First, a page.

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Nannas on the mend aim to prolong the life of clothes through free sewing lessons

Nannas on the mend aim to prolong the life of clothes through free sewing lessons

In short: 

In a bid to reduce textile waste, a group of women is educating others on how to prolong the life of their clothes.

The Australia Institute released a report showing we are the highest consumers of clothing per person in the world.

What next?

Nannas on the Mend hosts sewing lessons once a week to help curb the fast-fashion trend.

In a farm shed in WA’s South West, a group of local grandmothers is determined to curb the spread of fast fashion by providing free sewing lessons for the community. 

The “Nannas on the Mend” group started weekly sessions teaching people how to repair and reuse clothes to encourage a move towards “slow clothing” and keeping textiles out of landfill.

The nifty nannas also enjoy making sustainable craft with the children who attend their sessions.(ABC South West: Ethan French)

In May, Australia surpassed the United States to become the largest consumer of clothing per person, according to a report from The Australia Institute.

On average, Australians are purchasing 56 new items of clothing per year, putting us ahead of the US (53), UK (33), and China (30).

Nannas on the Mend member Nirala Hunt said knowing how to repair your own clothes was an essential part of reducing textile waste.

“It’s going to save you money. It’s going to prolong the life of items that you really love and want to keep forever,” she said.

Sewing sessions in the shed

At their weekly sessions, the nannas provide a sewing machine and a box full of recycled fabric. 

Participants are encouraged to bring their own damaged clothing, so they can learn how to mend them by sewing, darning, and patching.

Nanna fabric

Australians put more than 200,000 tonnes of textiles into landfill annually.(ABC South West: Ethan French)

Ms Hunt said many members of the Margaret River community were now engaging with the nannas, with their sessions having consistent weekly turnouts.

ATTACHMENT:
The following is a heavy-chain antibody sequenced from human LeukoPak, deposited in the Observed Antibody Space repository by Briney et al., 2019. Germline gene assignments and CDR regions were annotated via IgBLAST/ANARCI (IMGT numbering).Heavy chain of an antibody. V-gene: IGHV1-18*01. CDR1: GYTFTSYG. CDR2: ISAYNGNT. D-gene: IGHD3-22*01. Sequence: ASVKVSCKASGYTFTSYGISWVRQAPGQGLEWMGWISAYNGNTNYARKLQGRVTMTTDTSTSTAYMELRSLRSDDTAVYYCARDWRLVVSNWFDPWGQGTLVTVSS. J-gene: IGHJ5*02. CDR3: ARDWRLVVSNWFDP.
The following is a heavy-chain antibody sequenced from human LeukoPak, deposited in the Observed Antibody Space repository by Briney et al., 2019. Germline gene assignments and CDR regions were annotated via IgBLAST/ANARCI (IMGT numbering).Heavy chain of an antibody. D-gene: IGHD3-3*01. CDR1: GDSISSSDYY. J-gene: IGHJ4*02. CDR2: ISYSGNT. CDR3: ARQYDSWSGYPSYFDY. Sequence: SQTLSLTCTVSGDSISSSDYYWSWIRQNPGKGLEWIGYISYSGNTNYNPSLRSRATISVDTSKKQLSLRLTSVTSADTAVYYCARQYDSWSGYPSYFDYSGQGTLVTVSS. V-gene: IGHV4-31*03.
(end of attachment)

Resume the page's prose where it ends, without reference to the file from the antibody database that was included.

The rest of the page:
“It’s just wonderful — it’s like all our skills are called upon, and more,” she said.

Ms Hunt said the events were helping multiple generations learn the basics of sewing.

“It doesn’t happen in schools as much as when I was at school. These children have never done a lot of the sewing that I was taught as a very young child,” she said.

“A lot of the mothers here can’t sew; they can’t mend the kids’ clothes. We’re teaching two generations, which makes it worthwhile.”

A group of boys, one is holding the tentacles of a red crochet octopus

Many “Nannas on the Mend” participants use the sessions as a sustainable way to learn embroidery and crochet.(ABC South West: Ethan French)

Australia’s textile problem

The Australia Institute’s circular economy and waste program director Nina Gbor said if more Australians knew how to sew, it might change their spending habits.

“We are so distanced from the amount of time it takes to make a shirt, dress, or a pair of pants,” Ms Gbor said.

“From the labour that’s involved to sourcing the materials, we are so distant from it that we just take it for granted.”

Despite many Australians saying they are concerned about the environmental impacts of textiles, Ms Gbor said most people’s buying habits did not reflect that.

“Our clothes are the least expensive in the world, and we’re buying the most — that’s not a good reputation to have.”

Australians are spending the lowest average amount on clothing items in the world, with an average of $13 per piece. This is significantly lower than averages from the UK ($40) and US ($23).

Data from the report shows 71 per cent of Australians believe clothing businesses should be responsible for eliminating clothing waste, while only 57 per cent said consumers should be more responsible. 

Ms Gbor said every Australian needed to take more responsibility.

Eco-stylist Nina Gbor at a Canberra clothing swap.

The Australia Institute’s circular economy and waste program director Nina Gbor says sustainable clothing does not have to be expensive.(ABC Radio Canberra: Louise Maher)

“You can tell we do not like taking accountability in Australia. We just want to push it on to somebody else,” she said. 

“With the looming climate crisis, my view is that everybody needs to take action — consumers, businesses, and government. 

“We don’t have time to point fingers that somebody else should do it.”

Some Australian clothes retailers are now required to pay a levy of $0.04 per item sold as of July 1, 2024. 

Ms Gbor said this amount was more likely to allow companies to “greenwash” instead of making progress towards a zero-waste circular system by 2030.

“We recommend it should be $0.50. That’s a more realistic price to pay.”

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